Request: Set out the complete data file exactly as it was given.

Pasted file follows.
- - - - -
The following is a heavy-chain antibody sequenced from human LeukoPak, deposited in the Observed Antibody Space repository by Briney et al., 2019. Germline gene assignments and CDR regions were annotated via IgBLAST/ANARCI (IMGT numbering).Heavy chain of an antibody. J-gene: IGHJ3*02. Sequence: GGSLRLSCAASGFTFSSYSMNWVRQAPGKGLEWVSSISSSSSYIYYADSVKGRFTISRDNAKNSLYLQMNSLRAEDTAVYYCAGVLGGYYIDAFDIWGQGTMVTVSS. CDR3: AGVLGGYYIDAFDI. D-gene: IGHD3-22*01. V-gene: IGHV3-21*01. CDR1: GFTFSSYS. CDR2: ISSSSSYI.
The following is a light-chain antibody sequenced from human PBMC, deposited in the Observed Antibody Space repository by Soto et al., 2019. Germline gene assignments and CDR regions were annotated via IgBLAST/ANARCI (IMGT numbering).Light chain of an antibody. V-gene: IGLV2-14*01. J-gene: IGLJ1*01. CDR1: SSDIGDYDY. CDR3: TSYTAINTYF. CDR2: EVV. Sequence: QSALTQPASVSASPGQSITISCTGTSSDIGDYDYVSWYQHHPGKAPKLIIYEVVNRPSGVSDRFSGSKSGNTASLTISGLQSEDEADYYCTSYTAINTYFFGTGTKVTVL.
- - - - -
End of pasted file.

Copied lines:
The following is a heavy-chain antibody sequenced from human LeukoPak, deposited in the Observed Antibody Space repository by Briney et al., 2019. Germline gene assignments and CDR regions were annotated via IgBLAST/ANARCI (IMGT numbering).Heavy chain of an antibody. J-gene: IGHJ3*02. Sequence: GGSLRLSCAASGFTFSSYSMNWVRQAPGKGLEWVSSISSSSSYIYYADSVKGRFTISRDNAKNSLYLQMNSLRAEDTAVYYCAGVLGGYYIDAFDIWGQGTMVTVSS. CDR3: AGVLGGYYIDAFDI. D-gene: IGHD3-22*01. V-gene: IGHV3-21*01. CDR1: GFTFSSYS. CDR2: ISSSSSYI.
The following is a light-chain antibody sequenced from human PBMC, deposited in the Observed Antibody Space repository by Soto et al., 2019. Germline gene assignments and CDR regions were annotated via IgBLAST/ANARCI (IMGT numbering).Light chain of an antibody. V-gene: IGLV2-14*01. J-gene: IGLJ1*01. CDR1: SSDIGDYDY. CDR3: TSYTAINTYF. CDR2: EVV. Sequence: QSALTQPASVSASPGQSITISCTGTSSDIGDYDYVSWYQHHPGKAPKLIIYEVVNRPSGVSDRFSGSKSGNTASLTISGLQSEDEADYYCTSYTAINTYFFGTGTKVTVL.